With an international border and major shipping ports, Texas needs to maintain a competitive edge in national and international trade. Rail relocation will allow Texas to remain competitive by increasing our transportation capacity and efficiencies. The removal of freight traffic from urban lines will allow for possible economic redevelopment areas to transition from industrial to commercial and residential uses.
Freight rail car traffic in Texas has doubled since the passage of NAFTA and is estimated to increase 65-85% in the next 20 years2. This increased traffic causes delays for freight that is simply passing through urban areas and more delays for automotive traffic at crossings. By relocating rail lines out of the urban core, freight can be move more efficiently while opening the existing urban lines up to conversion to public transit, bike trails or new roads.
Texas ranks first in the nation in injuries caused by train accidents1. Currently, major rail lines pass through the heart of most urban areas of Texas. This means hundreds of at-grade road crossings, increasing the likelihood of potentially deadly collisions between trains and cars. In addition, some freight rail cars contain large amounts of toxic chemicals that could injure or kill hundreds or thousands if a collision or derailment occurs.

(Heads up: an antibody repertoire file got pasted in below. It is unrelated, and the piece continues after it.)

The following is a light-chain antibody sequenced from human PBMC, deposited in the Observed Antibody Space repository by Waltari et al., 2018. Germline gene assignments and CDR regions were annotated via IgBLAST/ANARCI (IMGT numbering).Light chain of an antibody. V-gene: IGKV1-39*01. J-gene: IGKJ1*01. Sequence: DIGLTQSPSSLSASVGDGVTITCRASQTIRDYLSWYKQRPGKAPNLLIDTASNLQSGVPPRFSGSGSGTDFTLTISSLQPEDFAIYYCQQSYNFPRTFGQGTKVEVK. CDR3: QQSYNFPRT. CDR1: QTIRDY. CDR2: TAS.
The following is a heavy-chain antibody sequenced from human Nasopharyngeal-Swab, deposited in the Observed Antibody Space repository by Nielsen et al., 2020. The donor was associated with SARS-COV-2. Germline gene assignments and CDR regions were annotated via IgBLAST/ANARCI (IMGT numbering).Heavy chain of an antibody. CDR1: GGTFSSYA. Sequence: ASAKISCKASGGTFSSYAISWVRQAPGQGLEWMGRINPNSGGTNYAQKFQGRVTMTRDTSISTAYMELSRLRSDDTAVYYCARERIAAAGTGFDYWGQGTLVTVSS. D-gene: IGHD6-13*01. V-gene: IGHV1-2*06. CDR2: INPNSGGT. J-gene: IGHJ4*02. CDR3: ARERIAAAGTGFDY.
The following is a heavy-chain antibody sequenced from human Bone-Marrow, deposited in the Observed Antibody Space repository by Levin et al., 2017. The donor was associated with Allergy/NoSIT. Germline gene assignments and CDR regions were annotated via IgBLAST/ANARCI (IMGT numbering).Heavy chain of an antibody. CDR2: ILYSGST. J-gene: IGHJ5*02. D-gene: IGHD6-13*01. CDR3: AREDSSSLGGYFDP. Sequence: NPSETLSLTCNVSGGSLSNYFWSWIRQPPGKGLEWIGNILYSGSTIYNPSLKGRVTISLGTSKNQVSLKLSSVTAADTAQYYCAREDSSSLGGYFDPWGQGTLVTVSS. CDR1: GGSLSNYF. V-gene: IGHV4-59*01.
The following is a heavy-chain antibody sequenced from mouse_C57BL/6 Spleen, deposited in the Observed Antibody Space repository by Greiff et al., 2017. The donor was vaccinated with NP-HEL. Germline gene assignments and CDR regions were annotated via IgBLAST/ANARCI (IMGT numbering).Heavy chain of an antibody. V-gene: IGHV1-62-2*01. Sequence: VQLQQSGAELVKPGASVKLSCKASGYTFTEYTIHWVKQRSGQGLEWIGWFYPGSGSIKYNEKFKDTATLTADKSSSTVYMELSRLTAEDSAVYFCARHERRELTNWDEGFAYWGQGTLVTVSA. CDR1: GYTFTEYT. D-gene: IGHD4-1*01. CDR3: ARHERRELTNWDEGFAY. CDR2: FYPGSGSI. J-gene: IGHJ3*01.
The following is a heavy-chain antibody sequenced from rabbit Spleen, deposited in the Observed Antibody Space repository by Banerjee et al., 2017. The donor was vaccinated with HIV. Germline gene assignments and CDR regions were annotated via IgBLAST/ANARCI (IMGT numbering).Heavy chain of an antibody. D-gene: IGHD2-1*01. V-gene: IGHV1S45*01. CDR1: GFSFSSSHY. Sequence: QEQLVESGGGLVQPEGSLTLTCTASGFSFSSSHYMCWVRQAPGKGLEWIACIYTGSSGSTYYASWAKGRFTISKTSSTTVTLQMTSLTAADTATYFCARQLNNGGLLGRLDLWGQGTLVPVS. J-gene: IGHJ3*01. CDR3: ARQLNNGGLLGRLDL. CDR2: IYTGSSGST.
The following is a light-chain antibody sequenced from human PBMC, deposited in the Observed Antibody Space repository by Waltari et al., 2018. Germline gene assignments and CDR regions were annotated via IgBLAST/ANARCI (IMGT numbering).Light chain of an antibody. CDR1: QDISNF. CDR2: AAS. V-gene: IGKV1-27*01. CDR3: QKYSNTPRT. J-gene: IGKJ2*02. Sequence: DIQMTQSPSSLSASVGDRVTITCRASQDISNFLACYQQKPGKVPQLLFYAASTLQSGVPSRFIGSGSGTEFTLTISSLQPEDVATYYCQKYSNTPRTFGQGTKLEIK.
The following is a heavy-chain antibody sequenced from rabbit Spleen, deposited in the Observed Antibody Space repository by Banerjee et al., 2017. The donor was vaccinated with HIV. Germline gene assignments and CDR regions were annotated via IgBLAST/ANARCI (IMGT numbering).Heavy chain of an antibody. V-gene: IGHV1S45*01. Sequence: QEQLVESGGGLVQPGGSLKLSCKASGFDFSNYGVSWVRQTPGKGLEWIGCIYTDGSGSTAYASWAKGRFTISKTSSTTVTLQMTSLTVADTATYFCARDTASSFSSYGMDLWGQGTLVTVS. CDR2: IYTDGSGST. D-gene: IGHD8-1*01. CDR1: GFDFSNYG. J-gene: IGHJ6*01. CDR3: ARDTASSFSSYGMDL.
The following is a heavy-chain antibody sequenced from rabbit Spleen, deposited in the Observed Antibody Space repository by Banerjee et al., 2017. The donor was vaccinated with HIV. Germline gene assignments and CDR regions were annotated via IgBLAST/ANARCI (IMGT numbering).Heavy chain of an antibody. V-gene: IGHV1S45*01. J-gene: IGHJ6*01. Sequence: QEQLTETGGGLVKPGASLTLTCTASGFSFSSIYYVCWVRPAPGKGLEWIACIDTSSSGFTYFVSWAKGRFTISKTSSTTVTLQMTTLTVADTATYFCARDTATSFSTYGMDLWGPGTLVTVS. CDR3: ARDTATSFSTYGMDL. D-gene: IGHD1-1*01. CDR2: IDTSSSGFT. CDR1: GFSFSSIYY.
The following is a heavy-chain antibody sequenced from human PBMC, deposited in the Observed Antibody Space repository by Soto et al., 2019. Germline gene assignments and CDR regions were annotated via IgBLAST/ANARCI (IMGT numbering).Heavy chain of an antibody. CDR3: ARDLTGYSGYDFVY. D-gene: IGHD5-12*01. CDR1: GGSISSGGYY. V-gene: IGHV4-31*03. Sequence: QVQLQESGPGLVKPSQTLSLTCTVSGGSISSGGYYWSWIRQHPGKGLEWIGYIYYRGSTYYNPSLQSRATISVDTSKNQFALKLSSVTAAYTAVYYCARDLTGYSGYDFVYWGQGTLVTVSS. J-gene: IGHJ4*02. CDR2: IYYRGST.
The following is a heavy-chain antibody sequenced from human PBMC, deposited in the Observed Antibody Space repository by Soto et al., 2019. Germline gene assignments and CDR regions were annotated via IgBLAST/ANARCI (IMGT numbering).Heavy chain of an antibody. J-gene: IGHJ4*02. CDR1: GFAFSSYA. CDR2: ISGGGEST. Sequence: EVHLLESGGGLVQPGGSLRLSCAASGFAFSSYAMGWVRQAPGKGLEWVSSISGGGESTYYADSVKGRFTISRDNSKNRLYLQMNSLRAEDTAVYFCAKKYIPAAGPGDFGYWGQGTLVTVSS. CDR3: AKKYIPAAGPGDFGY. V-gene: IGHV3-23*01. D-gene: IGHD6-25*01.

A freight train can haul one ton of freight an average of 436 miles on one gallon of fuel3. By increasing rail capacity and efficiency with rail relocation, we can take less fuel-efficient trucks off the road. In addition, existing urban rail lines can be converted to multimodal use like public transit and bike trails to remove passenger cars from the road.
1Federal Railroad Administration, 2007
2Texas Rail System Plan, published by TxDOT
3Association of American Railroads, 2008